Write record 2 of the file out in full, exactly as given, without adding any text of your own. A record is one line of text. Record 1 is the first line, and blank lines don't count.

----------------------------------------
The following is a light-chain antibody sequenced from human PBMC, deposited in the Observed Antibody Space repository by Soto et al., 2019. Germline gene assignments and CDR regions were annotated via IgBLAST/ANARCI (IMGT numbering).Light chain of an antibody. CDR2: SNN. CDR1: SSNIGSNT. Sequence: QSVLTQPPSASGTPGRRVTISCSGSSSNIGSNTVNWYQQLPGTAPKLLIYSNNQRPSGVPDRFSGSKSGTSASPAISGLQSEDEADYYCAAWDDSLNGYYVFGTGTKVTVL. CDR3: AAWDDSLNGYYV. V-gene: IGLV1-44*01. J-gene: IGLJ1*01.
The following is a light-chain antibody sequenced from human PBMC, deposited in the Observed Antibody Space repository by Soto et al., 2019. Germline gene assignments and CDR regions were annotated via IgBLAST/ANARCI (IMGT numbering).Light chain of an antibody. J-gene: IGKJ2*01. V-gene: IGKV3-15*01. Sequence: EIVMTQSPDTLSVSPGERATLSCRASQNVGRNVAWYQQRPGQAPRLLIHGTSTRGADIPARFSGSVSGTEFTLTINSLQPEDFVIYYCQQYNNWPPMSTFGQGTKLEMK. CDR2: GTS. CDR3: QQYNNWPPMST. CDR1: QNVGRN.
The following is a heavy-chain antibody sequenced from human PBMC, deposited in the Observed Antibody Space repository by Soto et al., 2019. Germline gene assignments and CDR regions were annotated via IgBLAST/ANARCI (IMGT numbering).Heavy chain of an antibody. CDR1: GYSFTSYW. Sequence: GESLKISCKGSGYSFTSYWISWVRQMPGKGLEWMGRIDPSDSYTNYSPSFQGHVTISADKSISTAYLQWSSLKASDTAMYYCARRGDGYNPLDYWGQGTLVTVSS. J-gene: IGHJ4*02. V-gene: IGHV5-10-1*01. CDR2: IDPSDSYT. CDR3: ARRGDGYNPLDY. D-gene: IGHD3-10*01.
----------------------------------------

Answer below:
The following is a light-chain antibody sequenced from human PBMC, deposited in the Observed Antibody Space repository by Soto et al., 2019. Germline gene assignments and CDR regions were annotated via IgBLAST/ANARCI (IMGT numbering).Light chain of an antibody. J-gene: IGKJ2*01. V-gene: IGKV3-15*01. Sequence: EIVMTQSPDTLSVSPGERATLSCRASQNVGRNVAWYQQRPGQAPRLLIHGTSTRGADIPARFSGSVSGTEFTLTINSLQPEDFVIYYCQQYNNWPPMSTFGQGTKLEMK. CDR2: GTS. CDR3: QQYNNWPPMST. CDR1: QNVGRN.